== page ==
Not another over-hyped first person game published by Bethesda…

Do any of you ever feel like you have to watch out for some game companies? Do you ever see certain logos smeared across the front of video game cases and say to yourself, “Ah, crap. Not these guys,” and subsequently avoid said games like the plague? Only two groups do that for me, the worst of the pair being Electronic Arts. They’re not the focus this time around, however. This time I’m talking about Bethesda. Bethesda’s games are buggy, and that’s not subjective. Anyone who’s played one of their games has encountered a glitch, freeze, or crash to desktop issue. And when they don’t make buggy games, they make generic games.

Dishonored. It’s the new first person assassin thriller of the year, right? Shame the only original aspect is its theme and setting, and even that appears to be a cry for help. Set in a plague rat-infested quasi-supernatural steampunk/clockwork Victorian era, Dishonored is here to make an anti-hero out of you. Or is it? No, that’s a joke. You will wind up killing everybody. When the game says, “Be stealthy and have a low body count or slaughter your way through the enemy forces,” what they really mean is “try to be stealthy for a few missions, then realize that having to reload every time you’re accidentally seen is a pain in the ass.”

So that’s one issue. The plot is a cliche all on its own. You’re Corvo Attano, the Empress’s good friend and bodyguard. Suddenly, the old and bald villain stereotype has the Empress assassinated, kidnaps your inheritor-to-the-throne love child, and frames you for the entire thing. Hence the title of the game. Your mission in life from that moment on is to clear your name and rescue the cute little girl that wanted to play hide and seek with you in the intro.


Oh, and by the way, a mysterious and magical preacher called the Outsider wants to give you magical powers. He teleports you to his crazy little realm and talks about how cool he is for a little bit while making repetitive gestures and facial expressions, then kicks you back to the real world and tells you to find whale bone charms and runes to increase your magical prowess. Gotta catch ‘em all!

Between that and your arsenal, you have a lot of ways to kill people. You get a flintlock pistol, a crossbow with standard or sleep darts, “clockwork” mines, and a nice little sword. Magic-wise, you can give yourself dark vision, summon rat swarms, turn unaware enemies to ash when you kill them, blink teleport, and much, much more! Each and every one of these spells is underwhelming except for the rat swarm. Also, mana doesn’t recharge all the way, so you have to spend money on potions if you want to cast offensive spells consistently.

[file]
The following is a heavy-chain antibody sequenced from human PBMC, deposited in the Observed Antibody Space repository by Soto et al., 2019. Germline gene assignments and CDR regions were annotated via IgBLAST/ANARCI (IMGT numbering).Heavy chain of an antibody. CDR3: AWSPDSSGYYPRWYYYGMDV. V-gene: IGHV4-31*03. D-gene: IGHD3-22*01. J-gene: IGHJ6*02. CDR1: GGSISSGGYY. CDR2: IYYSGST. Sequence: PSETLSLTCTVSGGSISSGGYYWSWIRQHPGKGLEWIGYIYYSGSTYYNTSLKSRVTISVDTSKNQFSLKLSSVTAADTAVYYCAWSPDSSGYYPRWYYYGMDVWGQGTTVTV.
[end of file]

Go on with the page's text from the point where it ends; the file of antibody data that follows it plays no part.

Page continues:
Dishonored manages to turn a sandbox game linear by severely limiting your resources. Each area contains a specific amount of money and items to be picked up. When you complete the area, your acquired loot carries over to the next. However, if you backtrack and do the same area again, you don’t keep the extra resources you collect. Instead, your best run carries over. You can’t even go backwards with your equipment. Hence, too damn linear. The developers even explicitly state that it is impossible to acquire all items and abilities in one playthrough. Screw that! Yes, you’re expected to play through the game multiple times. Probably once for each ending, then more for the rest of the goodies. Nothing like a little playtime buffing!


Conclusion? Dishonored isn’t all it’s built up to be. It’s by no means a bad game, but it isn’t amazing. The fact that it’s linear makes it restrictive to players who like to hoard, empower, and roam, but for those willing to endure these tribulations, Dishonored can provide some action-intensive ass-kicking combat. It’s a far cry from a hardcore assassin game, but for what it’s worth, it’s immersive.


I typically don’t link video reviews, but ZeroPunctuation’s one of the only reviewers I could find that didn’t have their tongue down the back of Dishonored’s pants. The main points I’m focusing on here are the painfully linear play and black and white morality, which everyone else is having a hard time finding problems with because they’re far too busy swinging swords and guns and crossbows around while teleporting short distances. It seems games with hype are either beloved or letdowns, eh? Here’s the link. you know what to do:

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